21 Mar 2005
(updated 21 Mar 2005 at 23:14 UTC) »
One of the things I miss when I am programming in something that is not Perl is pragmatic library documentation accompanying specifications, architecure descriptions, or whatever you want to put there. I don't understand why you are supposed to infer the usage of some library from the spec so often in Java, C, Python, etc. From my experience, in general the Perl conventions are ahead of any other I know.
When you read the documentation of a Perl module you see:
- How the module is used
- The module specification
The first part is code, right there, no English. By convention it goes in a section called SYNOPSIS which is the first one you see after the one-line description and the table of contents. See for instance the SYNOPSIS of IO::All. You get the picture at a glance. Not the details, to know the details or get the complete interface you then read what you need below, but you already have context.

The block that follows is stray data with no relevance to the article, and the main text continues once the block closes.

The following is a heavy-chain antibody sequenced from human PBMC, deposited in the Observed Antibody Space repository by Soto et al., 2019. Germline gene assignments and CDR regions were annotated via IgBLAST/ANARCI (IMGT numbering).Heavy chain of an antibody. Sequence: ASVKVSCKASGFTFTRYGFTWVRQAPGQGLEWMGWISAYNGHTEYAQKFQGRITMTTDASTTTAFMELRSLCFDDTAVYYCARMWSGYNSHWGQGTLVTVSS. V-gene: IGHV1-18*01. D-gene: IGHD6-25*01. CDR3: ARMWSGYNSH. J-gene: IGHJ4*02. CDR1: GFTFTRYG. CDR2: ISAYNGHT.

To give a recent example of lack of pragmatism, look at the most recent documentation of the standard Python module CGIHTTPServer. Oh man, how on earth do I set up a server with that class? One reads that page and thinks: Hum, well, let's try the docs of its parent class. Ha, not so easy dude! Have a look at SimpleHTTPServer. Nope, you find a similar page. OK, be patient, maybe we'll have more luck with the documentation of BaseHTTPServer? Now something! At last! Some example!
But now, how to translate that example to CGIHTTPServer? You backtrack the links and try to figure it out. Finally you come to produce:
handler_class = CGIHTTPServer.CGIHTTPRequestHandler
server_address = ('', 8080)
httpd = BaseHTTPServer.HTTPServer(server_address, handler_class)
which curiously enough does not
instantiate a CGIHTTPServer